Wednesday, January 25, 2012

Your Year in Review 2011

For those who were holding their breath waiting for this, you can now exhale (hi Mum!). Here's a random collection of overshare, loosely based around my top 10 songs of the year.

10. Never Look Back - Slow Club
Slow Club's 2010 debut album "Yeah, So" should really be my album of the year as it spent more time playing this year than any other record else I own, but rules are rules, and it doesn't qualify for this annual parade of indulgence. But this year's "Paradise" is pretty goddamn special too - filled with plenty of boy/girl angst, and a healthy dollop of ukelele picking.

This particular cut starts slow, but sweeps into a full orchestral chorus - and I think I also like the fact that it mentions a marching band, joining the lofty pantheon of other songs that are awesome that mention marching bands (American Pie, that Death Cab one).

They're coming through Vancouver in early March playing a 50 person venue, and I'm looking forward to being woefully awkward trying to talk to them.

9. Weekend - Smith Westerns
Despite being roughly 11, the Smith Westerns have spent more time digging through crates of old T-Rex records than I have (not an elementary achievement), but they have mined 70s glam-rock for its best riffs, basslines and swagger. "Weekend is essentially just a single guitar riff, but its so good it doesn't even matter"

8. I Might - Wilco
To an aging hipster such as myself, there's nothing more stereotypically appropriate than dropping a Wilco song into each year's year-end list. Sure, they're my dad's age, and their new record sounds like their last one, and the one before that, but they just keep writing fantastic songs, and putting on fantastic live shows full of musical mastery.

"I Might" was on repeat for weeks on end and is a perfect slice of Dad-rock.

7. How the West Was One - Kyprios

9 year-old me would think it was pretty awesome that 31 year-old me featured a rap about sports in his year-end list, but everyone else in the universe just thinks its lame. But for three months this year, pretty much all I did was watch the Vancouver Canucks play in the Stanley Cup playoffs. At a time where there wasn't too much other good news floating around, the playoffs were a wild ride, featuring a lot of mid-week drinking, a lot of nervously chewed fingernails, and ultimately, no parade at the end of it (we did muster a pretty sweet riot at the end of it). It was an amazing time to be in and around the city, and this tune from Vancouver's favourite hipster rapper (who has one hell of a live show) does a nice job of capturing the moment.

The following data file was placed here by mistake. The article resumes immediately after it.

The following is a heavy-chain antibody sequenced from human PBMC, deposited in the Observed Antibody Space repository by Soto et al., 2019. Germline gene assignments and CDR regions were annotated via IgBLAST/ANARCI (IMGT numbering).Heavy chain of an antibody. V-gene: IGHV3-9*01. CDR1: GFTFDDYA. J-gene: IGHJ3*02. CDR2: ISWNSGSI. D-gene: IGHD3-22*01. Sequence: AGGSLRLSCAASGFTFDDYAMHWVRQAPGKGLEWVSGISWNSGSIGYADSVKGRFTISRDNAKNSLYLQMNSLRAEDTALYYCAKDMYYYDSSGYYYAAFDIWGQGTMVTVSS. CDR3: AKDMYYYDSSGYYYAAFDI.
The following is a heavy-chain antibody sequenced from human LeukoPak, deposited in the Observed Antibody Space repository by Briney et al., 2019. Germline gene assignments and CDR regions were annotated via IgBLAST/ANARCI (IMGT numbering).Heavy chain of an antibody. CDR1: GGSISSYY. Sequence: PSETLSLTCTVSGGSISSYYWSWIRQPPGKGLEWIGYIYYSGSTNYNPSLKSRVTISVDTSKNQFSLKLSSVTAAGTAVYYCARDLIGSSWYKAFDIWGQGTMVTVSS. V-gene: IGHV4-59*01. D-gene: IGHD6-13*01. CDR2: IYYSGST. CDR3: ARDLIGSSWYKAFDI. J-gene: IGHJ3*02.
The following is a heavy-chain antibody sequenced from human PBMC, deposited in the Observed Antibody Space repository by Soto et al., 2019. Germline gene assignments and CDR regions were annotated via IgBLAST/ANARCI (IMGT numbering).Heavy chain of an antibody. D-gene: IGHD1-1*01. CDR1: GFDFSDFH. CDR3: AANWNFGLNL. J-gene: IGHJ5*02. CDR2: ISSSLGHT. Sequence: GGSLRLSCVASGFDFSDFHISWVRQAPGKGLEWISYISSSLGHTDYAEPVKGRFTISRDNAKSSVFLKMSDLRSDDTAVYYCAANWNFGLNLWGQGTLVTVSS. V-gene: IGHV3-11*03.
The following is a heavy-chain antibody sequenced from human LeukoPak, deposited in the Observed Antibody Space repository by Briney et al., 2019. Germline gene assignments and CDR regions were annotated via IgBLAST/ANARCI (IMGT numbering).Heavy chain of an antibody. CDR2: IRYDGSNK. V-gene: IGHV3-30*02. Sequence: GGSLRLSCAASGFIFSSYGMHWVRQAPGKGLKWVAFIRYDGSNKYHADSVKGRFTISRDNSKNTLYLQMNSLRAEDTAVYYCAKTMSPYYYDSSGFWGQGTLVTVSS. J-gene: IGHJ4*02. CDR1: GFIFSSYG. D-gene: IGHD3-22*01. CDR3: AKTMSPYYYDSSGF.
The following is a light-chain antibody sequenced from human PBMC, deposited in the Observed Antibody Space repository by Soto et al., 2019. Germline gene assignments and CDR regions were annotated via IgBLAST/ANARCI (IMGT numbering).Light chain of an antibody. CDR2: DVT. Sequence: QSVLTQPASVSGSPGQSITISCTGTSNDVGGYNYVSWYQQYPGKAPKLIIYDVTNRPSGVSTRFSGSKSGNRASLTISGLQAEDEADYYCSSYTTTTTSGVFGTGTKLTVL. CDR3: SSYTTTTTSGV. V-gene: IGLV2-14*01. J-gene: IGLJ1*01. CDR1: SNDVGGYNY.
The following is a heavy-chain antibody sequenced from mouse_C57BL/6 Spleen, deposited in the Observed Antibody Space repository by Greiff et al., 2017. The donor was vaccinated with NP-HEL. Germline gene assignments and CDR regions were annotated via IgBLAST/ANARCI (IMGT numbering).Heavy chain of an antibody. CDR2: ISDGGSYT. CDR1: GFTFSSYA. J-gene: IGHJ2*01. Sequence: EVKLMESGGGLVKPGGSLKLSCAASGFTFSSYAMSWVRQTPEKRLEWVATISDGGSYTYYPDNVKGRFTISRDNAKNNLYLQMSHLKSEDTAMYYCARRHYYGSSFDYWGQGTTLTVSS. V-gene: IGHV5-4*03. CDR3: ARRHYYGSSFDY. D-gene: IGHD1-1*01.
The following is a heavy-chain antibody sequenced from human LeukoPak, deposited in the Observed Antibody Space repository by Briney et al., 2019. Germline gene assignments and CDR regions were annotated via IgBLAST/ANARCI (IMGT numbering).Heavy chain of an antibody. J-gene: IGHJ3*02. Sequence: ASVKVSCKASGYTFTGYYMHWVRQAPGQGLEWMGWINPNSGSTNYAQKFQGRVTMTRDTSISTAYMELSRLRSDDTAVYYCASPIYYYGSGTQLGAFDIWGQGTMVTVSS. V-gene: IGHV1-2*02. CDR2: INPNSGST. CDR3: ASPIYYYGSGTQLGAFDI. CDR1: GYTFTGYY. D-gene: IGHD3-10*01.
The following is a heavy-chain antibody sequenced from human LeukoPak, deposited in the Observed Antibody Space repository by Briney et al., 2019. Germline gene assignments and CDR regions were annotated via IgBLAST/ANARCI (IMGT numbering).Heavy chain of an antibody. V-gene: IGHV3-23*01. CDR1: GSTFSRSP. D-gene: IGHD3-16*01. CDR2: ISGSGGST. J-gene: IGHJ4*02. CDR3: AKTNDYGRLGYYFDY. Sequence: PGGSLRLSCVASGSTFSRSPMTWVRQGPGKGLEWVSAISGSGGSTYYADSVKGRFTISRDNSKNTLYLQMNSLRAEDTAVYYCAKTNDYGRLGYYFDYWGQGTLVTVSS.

6. Kaputt - Destroyer
Mostly because the cover photo is taken at the place I play pitch and putt golf 10 blocks from my house. But also largely because it features the sleaziest synths since the pinnacle of 80s porn, as well as an 80s porn themed video.

This is hands-down the most accessible Destroyer record, but still has more than it's share of weirdness.

5. Every Defeat A Divorce - Los Campesinos
For the 5th year in succession, Los Camps! make this list - they're still my favourite band, and North America's favourite soundtrack for Budweiser commercials, and I flew across a continent to spend 24 hours in DC and see them play (and to earn enough airmiles to get access to the Air Canada lounge for a year - but that's a story for another time). This particular song seems to be about watching England get knocked out of the World Cup, which doesn't make it as cheery as something like "World in Motion", but it also doesn't feature John Barnes rapping, which makes it a win in my book. Like the rest of their last record, it's dark, churning, original, and compelling, and I'm still a mega-LosCamps! nerd. Go see them live this February, North America.

4. Need You Now - Cut Copy

I remember seeing Cut Copy when I was a precocious little shit of a 27 year-old and claiming they were just a shit Australian New Order (it might even be somewhere in the blog archives if you're feeling adventurous), but then I spent more and more time with In Ghost Colours, and was forced to quickly revise my hastily informed opinion.

I dunno if Zonoscope is as good as that first record, but it still has its fair share of hits, and Cut Copy and I spent a lovely autumn evening on an island in the middle of San Francisco Bay.

3. An Argument With Myself - Jens Lekman

This pretty much only makes the list because halfway through the song Jens Lekman actually has an argument with himself, which might be the most endearingly retarded thing I've ever heard in a pop-song.

2. Heart In Your Heartbreak - The Pains of Being Pure at Heart

The chorus "she was the heart in your heartache, she was the miss in your mistake" and I really like it when bands drop out the bass and drums for a verse. See, that's all you need to do to make this list - bands of the world, pay attention.

1. Revelations - Devon Williams
I picked up this Devon Williams record after I read the most ridiculously emphatic staff recommendation blurb in Zulu records (as seen in the woefully underrated Jason Lee/Julia Stiles romantic comedy "A Guy Thing"). I think I bought it just so I could be smugly superior next time I went back in there, but I got it home, hit play, and was presented with this as a first track. Like a one-man Polyphonic Spree, the "bom-bom-bom" refrain, the strings, and the pure explosions of joy through this song send it straight to the top of this list.

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